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Transplant Direct. 2015 Oct 19;1(9):e36. doi: 10.1097/TXD.0000000000000546. eCollection 2015 Oct.

Renal Function in Kidney and Liver Transplant Recipients After A 130-km Road Cycling Race.

Author information

1
Nephrology and Dialysis, Morgagni-Pierantoni Hospital, Forlì, Italy.
2
Isokinetic Medical Group, Bologna, Italy.
3
ANED Sport, Milano, Italy.
4
Nephrology and Dialysis, S. Orsola Hospital, Bologna, Italy.
5
Laboratory Analysis, S. Orsola Hospital, Bologna, Italy.
6
Department of Biomedical & Neuromotor Sciences, University of Bologna, Bologna, Italy.
7
Italian National Transplant Centre, Rome, Italy.

Abstract

BACKGROUND:

A few patients, after receiving solid organ transplantation, return to performing various sports and competitions; however, at present, data no study had evaluated the effects of endurance cycling races on their renal function.

METHODS:

Race times and short form (36) health survey questionnaires of 10 kidney transplant recipients (KTR) and 8 liver transplant recipients (LTR) transplanted recipients involved in a road cycling race (130 km) were compared with 35 healthy control subjects (HCS), also taking laboratory blood and urine tests the day before the race, at the end of the race, and 18 to 24 hours after competing.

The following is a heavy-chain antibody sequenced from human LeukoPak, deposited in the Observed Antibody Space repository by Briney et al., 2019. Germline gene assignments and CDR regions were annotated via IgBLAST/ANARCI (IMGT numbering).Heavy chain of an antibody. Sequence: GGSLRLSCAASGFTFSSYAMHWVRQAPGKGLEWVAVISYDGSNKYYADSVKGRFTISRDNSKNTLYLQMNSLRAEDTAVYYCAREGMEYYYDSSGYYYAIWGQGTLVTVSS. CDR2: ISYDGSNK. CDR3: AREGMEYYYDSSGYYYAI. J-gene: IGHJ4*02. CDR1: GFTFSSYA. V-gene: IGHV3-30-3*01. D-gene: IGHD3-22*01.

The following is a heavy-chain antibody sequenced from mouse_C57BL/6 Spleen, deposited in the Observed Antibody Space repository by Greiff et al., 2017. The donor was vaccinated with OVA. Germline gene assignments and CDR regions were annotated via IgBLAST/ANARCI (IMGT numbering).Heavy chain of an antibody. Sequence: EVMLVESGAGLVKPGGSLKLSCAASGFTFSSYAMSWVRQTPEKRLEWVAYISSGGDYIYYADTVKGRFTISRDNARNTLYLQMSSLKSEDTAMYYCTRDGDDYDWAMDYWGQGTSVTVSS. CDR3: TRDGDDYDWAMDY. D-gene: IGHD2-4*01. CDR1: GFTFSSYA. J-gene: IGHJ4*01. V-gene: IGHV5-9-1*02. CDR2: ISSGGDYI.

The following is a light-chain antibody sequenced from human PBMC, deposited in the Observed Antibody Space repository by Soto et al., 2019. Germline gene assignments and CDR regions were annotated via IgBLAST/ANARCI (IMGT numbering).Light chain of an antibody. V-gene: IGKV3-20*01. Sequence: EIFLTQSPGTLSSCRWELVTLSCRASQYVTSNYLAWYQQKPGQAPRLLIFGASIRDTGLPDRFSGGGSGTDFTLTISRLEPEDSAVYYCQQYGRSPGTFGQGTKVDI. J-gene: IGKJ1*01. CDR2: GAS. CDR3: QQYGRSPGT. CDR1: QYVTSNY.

RESULTS:

The 3 groups showed similar race times (KTR, 5 hours 59 minutes ± 0 hours 39 minutes; LTR, 6 hours 20 minutes ± 1 hour 11 minutes; HCS, 5 hours 40 minutes ± 1 hour 28 minutes), similar short form (36) health survey scores, and similar trend of laboratory parameters which returned to baseline after 18 to 24 hours. After the race, there was an increase in creatinine (0.24 mg/dL; effect size [ES] = 0.78; P < 0.001), urea (22 mg/dL; ES = 1.42; P < 0.001), and a decrease of estimated glomerular filtration rate (-17 mL/min; ES = 0.85; P < 0.001). The increase of blood uric acid was more remarkable in HCS and KTR (2.3 mg/dL; ES = 1.39; P < 0.001). The KTR showed an increase of microalbuminuria (167.4 mg/L; ES = 1.20; P < 0.001) and proteinuria (175 mg/mL; ES = 0.97; P < 0.001) similar to LTR (microalbuminuria: 176.0 mg/L; ES = 1.26; P < 0.001; proteinuria: 213 mg/mL; ES = 1.18; P < 0.001), with high individual variability. The HCS had a nonsignificant increase of microalbuminuria (4.4 mg/L; ES = 0.03; P = 0.338) and proteinuria (59 mg/mL; ES = 0.33; P = 0.084).

CONCLUSIONS:

Selected and well-trained KTR and LTR patients can participate to an endurance cycling race showing final race times and temporary modifications of kidney function similar to those of HCS group, despite some differences related to baseline clinical conditions and pharmacological therapies. Patients involved in this study represent the upper limit of performance currently available for transplant recipients and cannot be considered representative of the entire transplanted population.

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